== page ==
Tuesday, March 5, 2013
JACKSON, Miss. (AP) — Utility regulators will be asked again Tuesday to approve a rate increase to repay money Mississippi Power Co. has borrowed to build a coal-fired power plant in Kemper County.
The unit of Atlanta-based Southern Co. wants a total rate increase of 21.6 percent, or $171.6 million. For an average residential customer, that's projected to work out to about $31 a month, on top of what they're currently paying, according to a company filing.
Because Mississippi Power has proposed to lower the amount that it collects for fuel and for other rates, the net effect would be an 18 percent increase. Higher bills would start in April under the company's plan. The Public Utilities Staff, which examines filings, has largely recommended that commissioners concur.
It's the second time that the Mississippi Public Service Commission will be asked to approve a plan to start paying for the $2.88 billion plant, which Mississippi Power calls Plant Ratcliffe.
The PSC rejected the first request, leading to a lawsuit that was settled with commissioners, who could vote on the request Tuesday, but have 10 more days to decide.
The settlement said that Mississippi Power can only include $2.4 billion of the plant's cost, plus the projected $377 million costs of the adjoining lignite mine and pipelines, in a traditional rate structure. Mississippi Power will earn a rate of return — a measure of profit — on the amount included in rates.
The utility, which serves 187,000 customers in 23 counties, plans to sell up to $1 billion in bonds to pay for costs incurred above $2.4 billion on the plant, collecting from customers to pay principal and interest, but not for any profit. That arrangement was blessed in a law signed last month by Gov. Phil Bryant.
Mississippi Power said the bonding will save customers $1 billion over the decades-long life of the plant. The company said it expected to sell $700 million to $800 million in bonds, which would require an additional 2 percent to 4 percent rate increase later.
"Mississippi Power is looking forward to presenting the information that supports our filings and is prepared to address any questions regarding the Kemper facility," spokeswoman Cindy Duvall said in a statement. "The company hopes the commission will take action to lower the overall cost of the projected increase to our customers."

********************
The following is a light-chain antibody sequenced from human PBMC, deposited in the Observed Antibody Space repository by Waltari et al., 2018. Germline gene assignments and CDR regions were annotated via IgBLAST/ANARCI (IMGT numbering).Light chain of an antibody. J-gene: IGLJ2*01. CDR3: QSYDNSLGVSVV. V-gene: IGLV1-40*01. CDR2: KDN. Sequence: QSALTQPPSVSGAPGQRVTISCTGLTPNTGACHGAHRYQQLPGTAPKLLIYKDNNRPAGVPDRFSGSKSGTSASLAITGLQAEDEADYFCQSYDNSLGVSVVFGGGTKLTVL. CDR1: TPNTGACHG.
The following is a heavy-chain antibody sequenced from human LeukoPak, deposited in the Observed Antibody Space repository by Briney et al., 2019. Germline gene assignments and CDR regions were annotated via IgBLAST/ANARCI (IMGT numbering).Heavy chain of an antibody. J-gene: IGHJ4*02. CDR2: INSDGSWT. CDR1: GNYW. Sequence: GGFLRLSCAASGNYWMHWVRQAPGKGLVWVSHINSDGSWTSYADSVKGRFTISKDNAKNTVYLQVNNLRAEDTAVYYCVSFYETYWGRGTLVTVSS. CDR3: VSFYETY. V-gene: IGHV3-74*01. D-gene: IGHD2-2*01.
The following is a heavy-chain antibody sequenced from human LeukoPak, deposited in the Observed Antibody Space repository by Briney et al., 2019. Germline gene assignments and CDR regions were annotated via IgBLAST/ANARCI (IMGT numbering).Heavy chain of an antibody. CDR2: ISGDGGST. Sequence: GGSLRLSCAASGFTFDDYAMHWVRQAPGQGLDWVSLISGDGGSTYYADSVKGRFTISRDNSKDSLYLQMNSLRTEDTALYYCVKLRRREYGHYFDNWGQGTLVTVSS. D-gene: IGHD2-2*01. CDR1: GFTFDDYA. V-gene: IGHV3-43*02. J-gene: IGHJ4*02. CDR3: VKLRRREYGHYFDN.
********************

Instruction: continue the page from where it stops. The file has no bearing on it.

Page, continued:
Mississippi Power said Plant Ratcliffe was nearly 75 percent finished and scheduled for May 2014 completion.
Opponents said the plant is an expensive mistake that customers shouldn't have to pay for. The plant would take soft lignite coal and turn it into a gas that would be burned to generate power. Along the way, the plant would extract carbon dioxide and other substances from the lignite, selling the byproducts.
Among those who have legally intervened are Charles Floyd, of Long Beach, and Paula Stewart, of Gulfport. Their lawyer, Robert Wise said the PSC should order Mississippi Power to swallow the $2 billion it has spent on the plant, even if it drives the company into bankruptcy.
"These were the mistakes of executives on the coast and in Atlanta" that customers shouldn't have to pay for, Wise said. His clients argued the company should have built a conventional natural gas plant.
The Sierra Club has been fighting the plant for years, in part because it's against the mining and burning of coal. Sierra Club state director Louie Miller said the club plans to attack the lack of public input in the settlement. He said he believed Southern District Commissioner Leonard Bentz and Central District Commissioner Lynn Posey, both Republicans, are unlikely to be swayed by opponents.
"We're preserving our rights to appeal," Miller said.
The Sierra Club also objects to the settlement because the $1 billion in bonding authorization makes it unlikely that Southern will have to pay for any of the plant itself.
"They have no skin in the game," Miller said. "It's all on the backs of the ratepayers."
There's still some legal uncertainty. Thomas Blanton, a Hattiesburg resident and former PSC candidate, has challenged the constitutionality of utilities collecting for new plants before they start producing electricity. The state Supreme Court has yet to rule on Blanton's arguments.
The Sierra Club is also challenging the Kemper plant's second license, granted after a legal challenge by the club overturned the first one.